N Korea to convene parliament as economic woes cause strain
Rubber-stamp Supreme People’s Assembly to meet on September 28 to discuss economic policy and other issues amid crises.
North Korea’s Supreme People’s Assembly (SPA), the isolated state’s rubber-stamp parliament, will meet next month to discuss economic policy and other issues, according to state media, as the country faces mounting economic crises.
On the agenda for the September 28 meeting are “modification and supplementation” of the national economic plan, as well as laws related to city and country development, education and recycling, KCNA news agency reported on Thursday.
The North Korean parliament rarely meets and usually serves to approve decisions on issues such as governing structures and budgets that have been created by the state’s powerful Workers’ Party, members of which form the vast majority of the assembly.
The decision to convene the parliament came at a plenary meeting of the SPA’s standing committee on Tuesday, KCNA said.
North Korea’s economy suffered its biggest contraction in 23 years in 2020 as it was battered by continued UN sanctions, COVID-19 lockdown measures and bad weather, South Korea’s central bank has estimated.
North Korea has not confirmed any COVID-19 cases but closed borders and imposed strict prevention measures, seeing the pandemic as a matter of national survival.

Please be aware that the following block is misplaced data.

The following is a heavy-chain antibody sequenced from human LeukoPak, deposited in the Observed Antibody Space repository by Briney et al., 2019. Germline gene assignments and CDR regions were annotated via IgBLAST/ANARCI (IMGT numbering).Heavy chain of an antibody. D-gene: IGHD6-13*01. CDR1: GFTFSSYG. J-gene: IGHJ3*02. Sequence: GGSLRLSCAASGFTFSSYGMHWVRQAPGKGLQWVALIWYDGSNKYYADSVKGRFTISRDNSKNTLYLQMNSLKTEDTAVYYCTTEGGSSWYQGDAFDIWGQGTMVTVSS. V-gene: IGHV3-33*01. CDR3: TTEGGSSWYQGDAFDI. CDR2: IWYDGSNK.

In June, leader Kim Jong Un said the country faced a “tense” food situation, citing the pandemic and last year’s typhoons.
This summer has seen another round of damaging storms, raising concerns that the harvest could be affected.
Earlier this year, Kim said that the country’s current economic woes are similar to that of the 1990s, when the North faced extreme poverty and starvation, and he urged citizens to prepare for a tougher battle.
The parliament session also comes after the country reshuffles its top party officials, including Ri Pyong Chol, vice chairman of the Central Committee of the Workers’ Party who has reportedly been dismissed from his post, according to South Korea’s Yonhap news agency.
The parliament is considered the highest organ of power under the constitution but is considered a rubber-stamp by the ruling party.
It usually holds a plenary session in March or April to deal mainly with budget and cabinet reshuffles, Yonhap noted.
The upcoming meeting in late September will be the second such event of the year after
a session was held in January.